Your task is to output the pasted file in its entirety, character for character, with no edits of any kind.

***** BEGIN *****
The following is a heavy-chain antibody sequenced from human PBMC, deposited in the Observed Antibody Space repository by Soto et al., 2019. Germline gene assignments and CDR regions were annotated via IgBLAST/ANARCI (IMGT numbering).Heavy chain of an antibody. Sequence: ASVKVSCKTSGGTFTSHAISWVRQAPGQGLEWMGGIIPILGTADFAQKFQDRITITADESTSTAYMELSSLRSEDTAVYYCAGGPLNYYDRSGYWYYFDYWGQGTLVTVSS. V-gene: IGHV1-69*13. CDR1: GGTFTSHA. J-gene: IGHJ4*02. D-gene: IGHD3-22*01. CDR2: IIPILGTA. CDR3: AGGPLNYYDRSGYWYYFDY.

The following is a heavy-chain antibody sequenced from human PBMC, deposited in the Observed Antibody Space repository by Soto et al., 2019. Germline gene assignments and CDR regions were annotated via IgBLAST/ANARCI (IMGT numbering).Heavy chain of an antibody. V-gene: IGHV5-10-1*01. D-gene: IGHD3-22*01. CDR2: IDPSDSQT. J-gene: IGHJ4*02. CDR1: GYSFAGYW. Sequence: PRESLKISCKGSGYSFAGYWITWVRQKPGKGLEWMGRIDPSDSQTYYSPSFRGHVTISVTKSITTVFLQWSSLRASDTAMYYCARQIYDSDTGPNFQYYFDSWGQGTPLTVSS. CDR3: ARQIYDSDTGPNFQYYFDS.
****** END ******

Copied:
The following is a heavy-chain antibody sequenced from human PBMC, deposited in the Observed Antibody Space repository by Soto et al., 2019. Germline gene assignments and CDR regions were annotated via IgBLAST/ANARCI (IMGT numbering).Heavy chain of an antibody. Sequence: ASVKVSCKTSGGTFTSHAISWVRQAPGQGLEWMGGIIPILGTADFAQKFQDRITITADESTSTAYMELSSLRSEDTAVYYCAGGPLNYYDRSGYWYYFDYWGQGTLVTVSS. V-gene: IGHV1-69*13. CDR1: GGTFTSHA. J-gene: IGHJ4*02. D-gene: IGHD3-22*01. CDR2: IIPILGTA. CDR3: AGGPLNYYDRSGYWYYFDY.

The following is a heavy-chain antibody sequenced from human PBMC, deposited in the Observed Antibody Space repository by Soto et al., 2019. Germline gene assignments and CDR regions were annotated via IgBLAST/ANARCI (IMGT numbering).Heavy chain of an antibody. V-gene: IGHV5-10-1*01. D-gene: IGHD3-22*01. CDR2: IDPSDSQT. J-gene: IGHJ4*02. CDR1: GYSFAGYW. Sequence: PRESLKISCKGSGYSFAGYWITWVRQKPGKGLEWMGRIDPSDSQTYYSPSFRGHVTISVTKSITTVFLQWSSLRASDTAMYYCARQIYDSDTGPNFQYYFDSWGQGTPLTVSS. CDR3: ARQIYDSDTGPNFQYYFDS.